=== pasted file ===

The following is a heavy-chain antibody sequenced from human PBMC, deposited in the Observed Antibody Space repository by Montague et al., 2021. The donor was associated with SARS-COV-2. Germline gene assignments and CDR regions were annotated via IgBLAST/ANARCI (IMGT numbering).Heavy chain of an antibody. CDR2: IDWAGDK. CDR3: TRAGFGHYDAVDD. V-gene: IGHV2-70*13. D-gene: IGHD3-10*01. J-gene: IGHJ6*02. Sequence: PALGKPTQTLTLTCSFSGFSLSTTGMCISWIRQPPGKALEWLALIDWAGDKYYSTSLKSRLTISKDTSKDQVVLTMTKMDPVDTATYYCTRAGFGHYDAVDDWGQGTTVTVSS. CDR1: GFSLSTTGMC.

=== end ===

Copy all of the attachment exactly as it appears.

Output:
The following is a heavy-chain antibody sequenced from human PBMC, deposited in the Observed Antibody Space repository by Montague et al., 2021. The donor was associated with SARS-COV-2. Germline gene assignments and CDR regions were annotated via IgBLAST/ANARCI (IMGT numbering).Heavy chain of an antibody. CDR2: IDWAGDK. CDR3: TRAGFGHYDAVDD. V-gene: IGHV2-70*13. D-gene: IGHD3-10*01. J-gene: IGHJ6*02. Sequence: PALGKPTQTLTLTCSFSGFSLSTTGMCISWIRQPPGKALEWLALIDWAGDKYYSTSLKSRLTISKDTSKDQVVLTMTKMDPVDTATYYCTRAGFGHYDAVDDWGQGTTVTVSS. CDR1: GFSLSTTGMC.